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Women make up more than a third of new US architects

Bjarke ingels 57w new york
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Women now make up more than a third of people passing the exams for becoming a licensed architect in the US, a report has shown

The National Council of Architectural Registration Boards’ (NCARB) annual By the Numbers report found that 38 per cent of those completing Architect Registration Examinations last year were female.

Further along the line, 36 per cent of newly licensed architects were women – up slightly from the previous year. On average, women earn their license almost 10 months faster than men.

But there remains some way to go as fewer than one in five certificate-holders were female in 2016.

The statistics mirror recent findings in the UK profession. The Architects’ Registration Board last month revealed that while 39 per cent of UK admissions last year were women, men still made up almost three-quarters of registered UK architects.

Meanwhile, 42 per cent of new participants in the Architectural Experience Program, which guides US licensure candidates through earning and recording professional experience, identified as non-white in 2016.

This was up three percentage points from the previous year. But racial diversity did not improve among newly licensed architects or certificate holders, according to the report.

London-based architecture critic Beatrice Galilee said the industry needed to work towards a proportion of women and minority groups that mirrored the population.

‘There are a number of very strong female role models in architecture in the US, and recently particularly in education,’ she said.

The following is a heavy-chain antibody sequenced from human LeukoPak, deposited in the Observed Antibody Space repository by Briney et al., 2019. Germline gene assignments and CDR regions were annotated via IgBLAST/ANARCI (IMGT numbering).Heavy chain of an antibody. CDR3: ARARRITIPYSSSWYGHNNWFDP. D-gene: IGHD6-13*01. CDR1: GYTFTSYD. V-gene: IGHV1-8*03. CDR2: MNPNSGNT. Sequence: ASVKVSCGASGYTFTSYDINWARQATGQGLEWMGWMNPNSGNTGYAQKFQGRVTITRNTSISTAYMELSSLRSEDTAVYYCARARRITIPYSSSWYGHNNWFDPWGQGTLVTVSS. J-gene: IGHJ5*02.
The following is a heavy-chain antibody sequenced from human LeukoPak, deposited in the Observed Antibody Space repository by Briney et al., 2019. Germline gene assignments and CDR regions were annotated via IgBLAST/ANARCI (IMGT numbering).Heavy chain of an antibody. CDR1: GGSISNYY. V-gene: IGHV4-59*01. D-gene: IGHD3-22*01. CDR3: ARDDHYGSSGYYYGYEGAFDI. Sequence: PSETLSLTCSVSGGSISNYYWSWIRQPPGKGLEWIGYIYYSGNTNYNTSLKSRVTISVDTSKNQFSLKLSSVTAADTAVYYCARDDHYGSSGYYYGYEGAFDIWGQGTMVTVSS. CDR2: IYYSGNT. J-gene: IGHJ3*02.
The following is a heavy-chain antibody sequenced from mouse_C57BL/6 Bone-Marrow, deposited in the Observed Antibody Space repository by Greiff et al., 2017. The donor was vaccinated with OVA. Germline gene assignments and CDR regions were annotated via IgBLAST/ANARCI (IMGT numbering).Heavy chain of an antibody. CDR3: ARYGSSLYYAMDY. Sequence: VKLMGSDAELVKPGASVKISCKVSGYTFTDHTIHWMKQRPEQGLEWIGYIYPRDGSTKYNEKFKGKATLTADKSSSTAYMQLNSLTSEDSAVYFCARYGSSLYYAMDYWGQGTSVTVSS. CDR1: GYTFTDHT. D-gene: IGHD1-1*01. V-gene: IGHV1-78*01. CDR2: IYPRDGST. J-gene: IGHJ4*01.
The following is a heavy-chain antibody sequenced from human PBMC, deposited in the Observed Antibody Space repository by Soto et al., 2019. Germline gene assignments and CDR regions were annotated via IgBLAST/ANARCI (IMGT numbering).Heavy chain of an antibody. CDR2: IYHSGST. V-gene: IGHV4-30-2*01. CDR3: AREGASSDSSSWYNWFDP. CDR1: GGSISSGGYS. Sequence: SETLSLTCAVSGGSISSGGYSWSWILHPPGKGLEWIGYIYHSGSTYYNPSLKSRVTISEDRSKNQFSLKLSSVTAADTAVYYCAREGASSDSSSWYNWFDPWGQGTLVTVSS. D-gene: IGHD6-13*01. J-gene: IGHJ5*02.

‘Amale Andraos at Columbia, Deborah Burke at Yale and Monica Ponce de Leon at Princeton are fantastic examples, as well as influential leading professionals like Liz Diller and Jeanne Gang.

‘I hope that the Architectural Association, in its search for a new director, will reflect on the positive influence a female leader can bring, not just to the school but to the profession.”

NCARB chief executive Michael Armstrong said the pool of people entering architectural schools in the US was increasingly diverse.

‘Our recent streamlining and updating of programmes, without sacrificing rigour, have removed impediments that have historically delayed or discouraged the pursuit of licensure,’ he added.

‘These changes have positively and holistically impacted the licensure path, while also adding value to those considering this career option. Fewer impediments in the path – combined with a stronger economic outlook, new role models from diverse backgrounds and an improved focus on making the journey more logical – are creating a positive trend toward a more diverse community.”

Central Saint Martins architecture lecturer Ruth Lang called for more understanding of why women were lost between education and the workplace in the UK.

‘There is evidently under-representation of women and minorities in the UK, particularly in comparison to the education recruitment statistics,’ she said.

‘But there seems to be little understanding of exactly what happens to prevent these groups forming a more significant part of the profession in the UK.

‘We need some joined-up thinking between education and registration to better understand what happens during the transition in practice.’

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